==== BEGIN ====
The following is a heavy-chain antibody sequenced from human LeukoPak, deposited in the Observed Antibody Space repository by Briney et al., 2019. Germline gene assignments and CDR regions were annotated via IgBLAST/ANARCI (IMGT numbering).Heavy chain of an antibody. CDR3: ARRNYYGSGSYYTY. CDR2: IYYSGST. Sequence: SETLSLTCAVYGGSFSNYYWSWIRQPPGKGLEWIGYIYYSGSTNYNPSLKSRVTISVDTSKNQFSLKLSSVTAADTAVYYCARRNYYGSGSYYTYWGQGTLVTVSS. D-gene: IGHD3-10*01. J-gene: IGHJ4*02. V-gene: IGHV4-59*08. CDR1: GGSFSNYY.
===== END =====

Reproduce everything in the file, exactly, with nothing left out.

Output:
The following is a heavy-chain antibody sequenced from human LeukoPak, deposited in the Observed Antibody Space repository by Briney et al., 2019. Germline gene assignments and CDR regions were annotated via IgBLAST/ANARCI (IMGT numbering).Heavy chain of an antibody. CDR3: ARRNYYGSGSYYTY. CDR2: IYYSGST. Sequence: SETLSLTCAVYGGSFSNYYWSWIRQPPGKGLEWIGYIYYSGSTNYNPSLKSRVTISVDTSKNQFSLKLSSVTAADTAVYYCARRNYYGSGSYYTYWGQGTLVTVSS. D-gene: IGHD3-10*01. J-gene: IGHJ4*02. V-gene: IGHV4-59*08. CDR1: GGSFSNYY.